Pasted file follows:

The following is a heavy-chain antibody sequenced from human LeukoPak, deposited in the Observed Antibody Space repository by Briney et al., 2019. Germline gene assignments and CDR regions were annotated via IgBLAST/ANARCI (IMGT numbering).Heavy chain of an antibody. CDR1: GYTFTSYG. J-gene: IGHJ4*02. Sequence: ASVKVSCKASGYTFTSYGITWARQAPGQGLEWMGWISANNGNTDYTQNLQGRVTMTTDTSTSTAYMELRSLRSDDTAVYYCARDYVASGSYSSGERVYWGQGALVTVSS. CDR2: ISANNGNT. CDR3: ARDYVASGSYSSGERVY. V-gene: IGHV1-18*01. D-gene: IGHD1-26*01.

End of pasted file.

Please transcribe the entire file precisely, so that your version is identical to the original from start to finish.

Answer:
The following is a heavy-chain antibody sequenced from human LeukoPak, deposited in the Observed Antibody Space repository by Briney et al., 2019. Germline gene assignments and CDR regions were annotated via IgBLAST/ANARCI (IMGT numbering).Heavy chain of an antibody. CDR1: GYTFTSYG. J-gene: IGHJ4*02. Sequence: ASVKVSCKASGYTFTSYGITWARQAPGQGLEWMGWISANNGNTDYTQNLQGRVTMTTDTSTSTAYMELRSLRSDDTAVYYCARDYVASGSYSSGERVYWGQGALVTVSS. CDR2: ISANNGNT. CDR3: ARDYVASGSYSSGERVY. V-gene: IGHV1-18*01. D-gene: IGHD1-26*01.